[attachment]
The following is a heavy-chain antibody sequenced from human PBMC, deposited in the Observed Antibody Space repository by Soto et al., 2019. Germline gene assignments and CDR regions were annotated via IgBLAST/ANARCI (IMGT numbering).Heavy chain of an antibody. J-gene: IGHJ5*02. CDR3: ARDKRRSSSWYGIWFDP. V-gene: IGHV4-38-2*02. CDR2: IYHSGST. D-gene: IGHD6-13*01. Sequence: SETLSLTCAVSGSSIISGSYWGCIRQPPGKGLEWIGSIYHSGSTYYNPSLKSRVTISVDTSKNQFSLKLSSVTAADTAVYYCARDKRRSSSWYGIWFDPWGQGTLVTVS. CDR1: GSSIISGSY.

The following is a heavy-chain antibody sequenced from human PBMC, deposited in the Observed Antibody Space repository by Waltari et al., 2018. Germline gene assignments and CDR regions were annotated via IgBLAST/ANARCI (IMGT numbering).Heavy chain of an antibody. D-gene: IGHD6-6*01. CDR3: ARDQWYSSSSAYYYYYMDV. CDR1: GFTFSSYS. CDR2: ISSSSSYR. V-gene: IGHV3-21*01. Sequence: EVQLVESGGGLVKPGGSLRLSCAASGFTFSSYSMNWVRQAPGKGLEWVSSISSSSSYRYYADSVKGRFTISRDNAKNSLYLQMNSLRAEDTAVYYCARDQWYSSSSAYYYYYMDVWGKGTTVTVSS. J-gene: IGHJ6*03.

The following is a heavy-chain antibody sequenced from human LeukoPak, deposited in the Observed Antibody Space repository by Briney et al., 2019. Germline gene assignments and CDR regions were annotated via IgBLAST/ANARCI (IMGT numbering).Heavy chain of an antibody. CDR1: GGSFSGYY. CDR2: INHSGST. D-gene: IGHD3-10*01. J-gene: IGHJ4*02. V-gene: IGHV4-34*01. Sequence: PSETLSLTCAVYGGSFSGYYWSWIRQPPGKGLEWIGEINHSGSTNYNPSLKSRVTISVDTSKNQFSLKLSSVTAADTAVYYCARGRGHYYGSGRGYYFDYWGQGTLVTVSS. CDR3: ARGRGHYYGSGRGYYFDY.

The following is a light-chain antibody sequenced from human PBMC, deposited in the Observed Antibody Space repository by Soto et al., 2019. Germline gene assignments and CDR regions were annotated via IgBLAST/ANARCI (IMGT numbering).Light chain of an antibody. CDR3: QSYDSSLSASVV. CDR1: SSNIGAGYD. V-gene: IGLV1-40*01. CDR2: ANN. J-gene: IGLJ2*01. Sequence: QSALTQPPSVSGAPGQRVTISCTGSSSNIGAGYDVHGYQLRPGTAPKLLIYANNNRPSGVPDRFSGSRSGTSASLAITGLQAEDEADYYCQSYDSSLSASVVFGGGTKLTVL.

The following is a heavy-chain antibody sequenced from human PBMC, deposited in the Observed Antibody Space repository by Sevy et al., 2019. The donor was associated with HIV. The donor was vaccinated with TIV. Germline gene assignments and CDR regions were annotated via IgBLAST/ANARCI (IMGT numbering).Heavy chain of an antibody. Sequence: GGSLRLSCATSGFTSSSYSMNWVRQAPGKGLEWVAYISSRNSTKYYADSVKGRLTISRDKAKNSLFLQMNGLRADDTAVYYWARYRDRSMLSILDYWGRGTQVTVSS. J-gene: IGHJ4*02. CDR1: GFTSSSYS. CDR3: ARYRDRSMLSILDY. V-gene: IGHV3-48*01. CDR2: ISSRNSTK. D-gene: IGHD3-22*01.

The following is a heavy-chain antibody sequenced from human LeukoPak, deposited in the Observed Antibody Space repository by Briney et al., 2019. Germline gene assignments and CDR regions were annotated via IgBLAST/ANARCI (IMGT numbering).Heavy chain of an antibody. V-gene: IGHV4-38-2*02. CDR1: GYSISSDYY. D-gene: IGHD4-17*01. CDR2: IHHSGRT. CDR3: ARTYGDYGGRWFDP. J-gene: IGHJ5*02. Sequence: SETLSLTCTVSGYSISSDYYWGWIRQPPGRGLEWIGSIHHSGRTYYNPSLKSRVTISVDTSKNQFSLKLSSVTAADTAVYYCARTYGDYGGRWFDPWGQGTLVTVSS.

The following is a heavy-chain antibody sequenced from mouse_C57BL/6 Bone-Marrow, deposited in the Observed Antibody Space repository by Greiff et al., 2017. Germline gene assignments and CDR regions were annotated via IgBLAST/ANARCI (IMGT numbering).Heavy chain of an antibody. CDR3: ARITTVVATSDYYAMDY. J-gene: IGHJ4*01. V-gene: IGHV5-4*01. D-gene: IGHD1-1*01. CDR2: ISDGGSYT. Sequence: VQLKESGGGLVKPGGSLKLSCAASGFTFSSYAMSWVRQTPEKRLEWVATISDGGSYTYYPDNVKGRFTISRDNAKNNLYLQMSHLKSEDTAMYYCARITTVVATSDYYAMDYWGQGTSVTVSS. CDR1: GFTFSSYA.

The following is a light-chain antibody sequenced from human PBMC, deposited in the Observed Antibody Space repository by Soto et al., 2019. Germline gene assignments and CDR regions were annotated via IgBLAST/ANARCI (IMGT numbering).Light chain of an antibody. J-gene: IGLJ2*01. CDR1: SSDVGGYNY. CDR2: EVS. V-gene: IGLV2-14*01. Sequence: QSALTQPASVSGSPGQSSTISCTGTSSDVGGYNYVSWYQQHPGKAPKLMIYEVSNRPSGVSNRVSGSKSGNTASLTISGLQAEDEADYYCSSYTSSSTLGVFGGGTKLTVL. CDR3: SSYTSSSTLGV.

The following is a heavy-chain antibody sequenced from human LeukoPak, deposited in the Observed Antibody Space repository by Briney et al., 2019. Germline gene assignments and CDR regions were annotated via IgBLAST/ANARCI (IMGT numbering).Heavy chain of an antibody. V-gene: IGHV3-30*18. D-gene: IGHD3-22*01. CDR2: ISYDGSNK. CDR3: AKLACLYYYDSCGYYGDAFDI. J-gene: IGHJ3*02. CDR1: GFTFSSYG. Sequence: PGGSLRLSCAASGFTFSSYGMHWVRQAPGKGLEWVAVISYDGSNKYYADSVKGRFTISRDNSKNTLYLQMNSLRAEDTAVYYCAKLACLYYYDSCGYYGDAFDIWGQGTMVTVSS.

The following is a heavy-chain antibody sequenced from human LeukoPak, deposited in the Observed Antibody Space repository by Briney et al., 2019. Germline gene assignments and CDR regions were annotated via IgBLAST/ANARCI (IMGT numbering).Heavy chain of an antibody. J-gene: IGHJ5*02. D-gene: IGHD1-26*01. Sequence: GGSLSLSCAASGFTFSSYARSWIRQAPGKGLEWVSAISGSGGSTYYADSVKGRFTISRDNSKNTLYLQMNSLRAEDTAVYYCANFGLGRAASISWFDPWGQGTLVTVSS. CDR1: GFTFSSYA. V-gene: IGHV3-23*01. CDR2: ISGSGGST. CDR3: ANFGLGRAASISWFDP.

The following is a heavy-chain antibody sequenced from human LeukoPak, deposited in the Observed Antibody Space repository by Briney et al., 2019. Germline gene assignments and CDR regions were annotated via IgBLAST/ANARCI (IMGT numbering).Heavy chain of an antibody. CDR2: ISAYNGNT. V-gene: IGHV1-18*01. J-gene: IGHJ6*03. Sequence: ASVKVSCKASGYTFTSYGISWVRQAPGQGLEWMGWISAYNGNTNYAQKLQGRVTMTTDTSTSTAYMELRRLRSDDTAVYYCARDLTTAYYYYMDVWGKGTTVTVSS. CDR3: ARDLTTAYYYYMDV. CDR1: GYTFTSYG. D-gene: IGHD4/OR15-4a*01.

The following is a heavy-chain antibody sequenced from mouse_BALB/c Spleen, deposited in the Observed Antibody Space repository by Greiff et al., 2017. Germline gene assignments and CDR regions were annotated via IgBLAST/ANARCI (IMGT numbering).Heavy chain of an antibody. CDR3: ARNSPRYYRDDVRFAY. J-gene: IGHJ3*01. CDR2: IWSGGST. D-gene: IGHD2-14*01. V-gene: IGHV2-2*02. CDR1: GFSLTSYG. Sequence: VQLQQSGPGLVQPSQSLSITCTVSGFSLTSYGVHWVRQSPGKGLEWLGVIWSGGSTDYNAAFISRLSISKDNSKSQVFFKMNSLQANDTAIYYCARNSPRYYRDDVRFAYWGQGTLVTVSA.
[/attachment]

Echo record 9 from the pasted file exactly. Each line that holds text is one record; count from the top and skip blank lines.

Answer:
The following is a heavy-chain antibody sequenced from human LeukoPak, deposited in the Observed Antibody Space repository by Briney et al., 2019. Germline gene assignments and CDR regions were annotated via IgBLAST/ANARCI (IMGT numbering).Heavy chain of an antibody. V-gene: IGHV3-30*18. D-gene: IGHD3-22*01. CDR2: ISYDGSNK. CDR3: AKLACLYYYDSCGYYGDAFDI. J-gene: IGHJ3*02. CDR1: GFTFSSYG. Sequence: PGGSLRLSCAASGFTFSSYGMHWVRQAPGKGLEWVAVISYDGSNKYYADSVKGRFTISRDNSKNTLYLQMNSLRAEDTAVYYCAKLACLYYYDSCGYYGDAFDIWGQGTMVTVSS.